I won't get too far into how Taiwan's economy is also fairly open - the reasons why it is stagnating are not related to a lack of free markets. Some of the issues are domestic: corruption, brain drain, poor allocation of resources, slow reactions to problems, ineffective ideas, a focus on cutting labor costs and manufacturing when those are two areas where Taiwan will never be - and should never be - competitive again. Some of it is China being a giant flaming asshole.

My point is, if you want to look for a model for Asia in terms of classical liberalism and modernity, look to Taiwan. Taiwan is not perfect, but it is, more or less, free.

In Singapore, making a few YouTube videos criticizing the government merits enough punishment that the kid who did it was granted asylum in the US (the US apparently has kept him detained, but that's another story). Singapore does not have freedom of expression. In Taiwan, marching down the street with a banner that says "Fuck The President" (something I actually saw once) is a protected right (of course, if you say that about a private citizen, you could be sued for 'defamation' and you might well lose - Taiwan's not perfect). There are more erudite ways to make one's case, but freedom of expression doesn't only cover nuanced arguments. Though imperfect, Taiwan is a model for freedom of expression in Asia.

In Singapore, sexual acts between men are still illegal, and marriage equality is not even on the government's radar as a possibility. The annual pro-equality Pink Dot in Singapore is allowed despite not having government support, but international participation is not. Singapore, then, does not have equal rights. In Taiwan we will - we must, as per the Ministry of Justice - have marriage equality soon, and its Pride parade is the biggest in Asia. Taiwan is a model for equal rights in Asia.

Singapore is not a democracy - at least not in the thick sense of the word, which I believe to be the real sense of the word. Taiwan is. Singapore is not a model for modern democracy. Taiwan, warts and all, is. This infographic gives it a lower democracy ranking than Japan or South Korea, but I feel, with more time and less wine (or perhaps more wine), that could be refuted well - for example, Taiwan is consistently ranked as having a freer press, has shaken off the party that used to dominate politics whereas Japan has not, has not had a major presidential scandal on par with South Korea's, and while all three countries enjoy freedom of assembly, Taiwan's actually seems to result in a reasonable amount of change. These, to me, are all important aspects of a full, thick democracy, and in most cases, Taiwan wins. Singapore, of course, doesn't come close.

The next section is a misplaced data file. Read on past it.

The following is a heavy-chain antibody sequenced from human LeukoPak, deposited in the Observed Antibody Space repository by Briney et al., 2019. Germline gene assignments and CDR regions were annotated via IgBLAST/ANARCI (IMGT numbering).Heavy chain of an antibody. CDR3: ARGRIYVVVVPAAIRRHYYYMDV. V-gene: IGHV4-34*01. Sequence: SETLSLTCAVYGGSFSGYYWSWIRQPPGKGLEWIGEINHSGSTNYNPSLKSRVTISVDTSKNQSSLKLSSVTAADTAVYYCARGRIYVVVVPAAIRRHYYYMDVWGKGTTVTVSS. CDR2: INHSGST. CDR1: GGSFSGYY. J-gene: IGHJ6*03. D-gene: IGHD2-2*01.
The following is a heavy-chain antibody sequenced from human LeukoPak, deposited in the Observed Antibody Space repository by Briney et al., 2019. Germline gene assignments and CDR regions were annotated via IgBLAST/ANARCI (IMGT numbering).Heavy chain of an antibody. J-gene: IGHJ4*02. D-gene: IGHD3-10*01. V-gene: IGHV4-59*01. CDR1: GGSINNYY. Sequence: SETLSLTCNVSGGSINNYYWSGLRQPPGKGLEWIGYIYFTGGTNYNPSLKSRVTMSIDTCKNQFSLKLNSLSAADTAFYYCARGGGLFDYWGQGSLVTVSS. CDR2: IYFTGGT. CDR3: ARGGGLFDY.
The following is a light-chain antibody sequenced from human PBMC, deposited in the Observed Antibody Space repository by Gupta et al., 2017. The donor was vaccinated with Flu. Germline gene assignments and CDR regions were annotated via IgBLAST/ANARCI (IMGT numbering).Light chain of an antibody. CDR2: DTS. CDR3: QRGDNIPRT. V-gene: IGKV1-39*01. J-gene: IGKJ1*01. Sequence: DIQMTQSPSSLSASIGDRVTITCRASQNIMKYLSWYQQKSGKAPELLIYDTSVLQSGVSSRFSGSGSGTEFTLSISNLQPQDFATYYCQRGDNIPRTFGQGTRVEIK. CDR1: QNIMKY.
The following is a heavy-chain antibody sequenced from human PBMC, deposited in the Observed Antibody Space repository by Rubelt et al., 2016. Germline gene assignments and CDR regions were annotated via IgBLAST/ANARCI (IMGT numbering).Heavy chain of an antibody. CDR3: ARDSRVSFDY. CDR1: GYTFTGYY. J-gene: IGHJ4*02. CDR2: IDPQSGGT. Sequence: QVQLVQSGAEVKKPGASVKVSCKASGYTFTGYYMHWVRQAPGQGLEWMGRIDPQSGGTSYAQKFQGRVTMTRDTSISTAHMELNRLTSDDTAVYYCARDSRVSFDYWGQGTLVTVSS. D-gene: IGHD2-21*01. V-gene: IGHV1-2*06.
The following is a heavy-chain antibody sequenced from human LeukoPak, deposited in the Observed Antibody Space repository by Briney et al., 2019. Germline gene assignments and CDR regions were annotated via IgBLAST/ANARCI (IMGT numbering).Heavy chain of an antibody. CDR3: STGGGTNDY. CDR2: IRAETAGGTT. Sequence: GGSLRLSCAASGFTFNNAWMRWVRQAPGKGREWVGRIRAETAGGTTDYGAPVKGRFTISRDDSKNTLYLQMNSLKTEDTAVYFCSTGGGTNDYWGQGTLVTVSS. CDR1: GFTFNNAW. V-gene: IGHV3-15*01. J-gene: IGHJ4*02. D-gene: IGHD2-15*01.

Singapore does not have a free press. Taiwan has a crappy press that publishes nonsense 'news' while ignoring or mutilating real stories, but it is free. The freest in Asia. Facts can be found, and are hard to suppress, in Taiwan. In Singapore the government acts as though it has the right to withhold the truth from its citizens and use the main newspaper in the country (the Straits Times) as a pro-government mouthpiece.

One area where both countries falter is women's equality. Both have equal rights enshrined in law, but neither has done a great job of turning that into real equality in daily life. In both countries despite equal rights, pay gaps persist, families prefer sons and women are expected to prioritize caregiving more than men (and more than their careers).

In short, although Taiwan's economy needs a jump start, if you are looking for a country that serves as a model for the rest of Asia in terms of how human rights and freedoms can be adapted to suit a non-Western culture, look no further than Taiwan. Taiwan remains a more collectivist culture than any Western culture I know. That cliched old "mix of traditional and modern" stereotype, a favored flourish to many writings on Taiwan by people who don't know the country very well, has some truth to it. And yet, because human rights needn't be a Western construct, Taiwan has managed to adopt them. You may be surprised to learn that their culture has not imploded as a result, just as giving women the right to vote didn't cause Western countries to sink into apocalyptic hellscapes. It's doing just fine. The culture adapted and evolved, as culture does.

OK that was pretty long, and now I need more wine.


Cary Allen said...

That was very well said. And it did not seem at all wine-addled!

Matt Stone said...

I lived there for years, and love the place, but tend to agree with all of this.
If blogs like Lao Ren Cha, View From Taiwan, etc. were based in Singapore, they would have been shut down years ago.